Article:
Gerry Blass, President & CEO, ComplyAssistant
Ken J. Reiher, Vice President Operations, ComplyAssistant
With the exponential growth in vulnerabilities over the past decade, healthcare organizations look to supplement HIPAA regulations with other types of cybersecurity frameworks. The recent uptick in telehealth and telecommuting during the COVID-19 pandemic has added even more vulnerabilities to an already long list. Cybersecurity has become a core focus for healthcare leaders as more weaknesses are identified and exploited by bad actors.
A HIPAA compliance consultant, equipped with technical expertise and GRC software, can help providers expand what they are already doing in compliance with HIPAA, adding even deeper layers of security by assisting with the implementation of additional controls and procedures.
I already comply with HIPAA. Why do I need another framework?
The HIPAA Privacy and Security Rules were originally established to safeguard protected health information (PHI). The advent of HITECH and Meaningful Use prompted healthcare organizations, suppliers and other technology vendors to adopt electronic medical record (EMR) systems and interoperability standards to enable easier sharing of patient information across fragmented care providers. This digitization of patient information thus transformed PHI to ePHI.
Today, HIPAA, as a high-level policy with which healthcare providers are required to comply, is still an adequate starting point for healthcare providers when establishing standards and processes to protect organizational and patient data.
However, a knowledgeable HIPAA compliance consultant will tell you that while HIPAA is a good place to start, the Rules are not meant to offer defined, specific guidance on cybersecurity efforts, nor do they evolve over time. Rather, HIPAA is in place to ensure providers protect patient information. The means by which providers safeguard information is flexible. Cybersecurity frameworks – such as the NIST CSF – pick up where HIPAA leaves off.
How is the NIST Cybersecurity Framework different from HIPAA?
The NIST CSF was created to help providers understand, manage and reduce cybersecurity risks. HIPAA compliance consultants tend to recommend the NIST CSF because it employs an easy-to-understand structure and common-sense language to help healthcare organizations implement cybersecurity controls. And, unlike other cybersecurity frameworks, NIST is free to use.
While HIPAA offers high-level guidance on the protection of PHI, the NIST CSF is more granular, including five core functions:
- Identify—Find and inventory any risks to cybersecurity
- Protect—Create and implement safeguards for critical data (not just ePHI)
- Detect—Implement practices to discover cybersecurity threats
- Respond—Establish an appropriate action plan in the event of a breach
- Recover—Create and implement plans to restore capabilities or services impaired in the event of a cyber attack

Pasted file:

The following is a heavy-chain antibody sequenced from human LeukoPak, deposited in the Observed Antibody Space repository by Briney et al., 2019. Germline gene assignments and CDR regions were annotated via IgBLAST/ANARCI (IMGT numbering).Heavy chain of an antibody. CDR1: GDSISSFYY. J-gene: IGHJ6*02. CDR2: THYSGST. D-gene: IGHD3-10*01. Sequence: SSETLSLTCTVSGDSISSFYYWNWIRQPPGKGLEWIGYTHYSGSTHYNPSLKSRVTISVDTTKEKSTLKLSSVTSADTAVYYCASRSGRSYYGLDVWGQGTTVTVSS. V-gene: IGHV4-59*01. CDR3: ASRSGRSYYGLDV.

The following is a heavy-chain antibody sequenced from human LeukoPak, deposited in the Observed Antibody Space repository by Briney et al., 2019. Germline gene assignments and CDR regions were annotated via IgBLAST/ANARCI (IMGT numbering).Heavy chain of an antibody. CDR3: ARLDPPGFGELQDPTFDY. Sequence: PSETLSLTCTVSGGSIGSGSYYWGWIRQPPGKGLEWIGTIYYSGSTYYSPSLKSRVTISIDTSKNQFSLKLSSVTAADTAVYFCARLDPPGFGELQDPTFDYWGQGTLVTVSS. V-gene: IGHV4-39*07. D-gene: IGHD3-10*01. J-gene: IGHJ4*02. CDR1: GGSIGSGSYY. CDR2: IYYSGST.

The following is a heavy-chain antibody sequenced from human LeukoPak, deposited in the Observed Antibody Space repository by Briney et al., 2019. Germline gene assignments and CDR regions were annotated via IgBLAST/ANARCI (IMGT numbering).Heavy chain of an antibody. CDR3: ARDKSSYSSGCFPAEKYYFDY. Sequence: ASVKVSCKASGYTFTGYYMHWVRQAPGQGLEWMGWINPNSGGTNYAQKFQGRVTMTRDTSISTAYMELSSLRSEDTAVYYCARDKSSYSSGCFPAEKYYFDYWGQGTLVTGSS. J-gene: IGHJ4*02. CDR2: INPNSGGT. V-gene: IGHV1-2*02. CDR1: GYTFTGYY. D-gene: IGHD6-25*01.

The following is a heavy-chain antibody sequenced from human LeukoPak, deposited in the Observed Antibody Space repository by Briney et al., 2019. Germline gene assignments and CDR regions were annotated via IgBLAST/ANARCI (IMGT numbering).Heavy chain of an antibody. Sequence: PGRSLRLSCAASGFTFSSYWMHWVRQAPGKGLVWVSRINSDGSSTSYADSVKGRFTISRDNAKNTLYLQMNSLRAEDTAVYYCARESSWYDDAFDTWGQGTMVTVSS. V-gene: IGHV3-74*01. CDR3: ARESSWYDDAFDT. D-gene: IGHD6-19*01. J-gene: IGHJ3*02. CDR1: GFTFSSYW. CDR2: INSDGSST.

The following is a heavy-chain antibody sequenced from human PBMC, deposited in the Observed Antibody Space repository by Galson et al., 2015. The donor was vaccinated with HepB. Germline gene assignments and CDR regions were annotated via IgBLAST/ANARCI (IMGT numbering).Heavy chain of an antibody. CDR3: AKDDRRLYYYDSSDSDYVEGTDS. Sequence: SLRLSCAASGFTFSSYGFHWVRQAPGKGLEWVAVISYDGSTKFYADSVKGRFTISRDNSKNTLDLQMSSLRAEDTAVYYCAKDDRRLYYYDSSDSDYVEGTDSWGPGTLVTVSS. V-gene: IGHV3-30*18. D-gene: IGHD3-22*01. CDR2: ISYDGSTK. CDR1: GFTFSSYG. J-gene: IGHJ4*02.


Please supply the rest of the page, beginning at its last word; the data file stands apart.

Providers and HIPAA compliance consultants alike tend to agree that HIPAA should be updated to reflect the vast evolution of healthcare technology since the Rule was signed into law in 1996. And though temporarily, the Office for Civil Rights (OCR) “will not impose penalties for noncompliance with the regulatory requirements under the HIPAA Rules against covered health care providers in connection with the good faith provision of telehealth during the COVID-19 nationwide public health emergency,” sweeping permanent updates are not in the near future.
NIST, on the other hand, will continue to be revised to address new threats and vulnerabilities, and offer guidance for more granular change management.
Can a HIPAA compliance consultant help with the NIST CSF?
Do you need a NIST specialist to help you with implementing the cybersecurity framework? The answer is no! A HIPAA compliance consultant can help you there too.
HIPAA compliance consultants are typically trained to:
- Assess threats and vulnerabilities to information at rest, in transit and in use,
- Recognize and document increases in locations of ePHI (e.g., cloud hosting, Internet of Things, health information exchanges), and
- Understand the impact of technology advances, which requires change management.
Many of the same HIPAA safeguards are also necessary when reviewing NIST CSF. Because of this inherent background and expertise, a HIPAA consultant will have the experience necessary to ensure healthcare organizations comply with the required HIPAA regulation while helping the organization expand its internal requirements to comply with the NIST CSF.
What other skills or tools should a HIPAA compliance consultant have to help with implementing the NIST CSF?
In order to help implement the NIST CSF, a HIPAA compliance consultant should have a combination of administrative, physical and technical knowledge.
Although a healthcare organization can complete a HIPAA audit without technical testing, we recommend always including technical components. Technical knowledge should include areas such as managed security operations centers (SOCs), technical testing for network and application vulnerability, and penetration testing. A NIST CSF audit will already include these types of technical requirements.
A knowledgeable consultant will understand overlapping controls from HIPAA to the NIST Cybersecurity Framework, and how to manage the two without duplicative work.
In addition, look for a consultant who comes equipped with GRC software to manage compliance with both HIPAA and NIST. You want a GRC software that will deliver the results of an assessment, manage follow-up action items, store documentation, track internal audits and investigate incidents. And, a solid GRC software should be able to make the cross between HIPAA and NIST.
ComplyAssistant’s team of HIPAA compliance consultants can help your organization implement the NIST CSF. Contact us for a free consultation and overview of our crosswalk from HIPAA to the NIST CSF.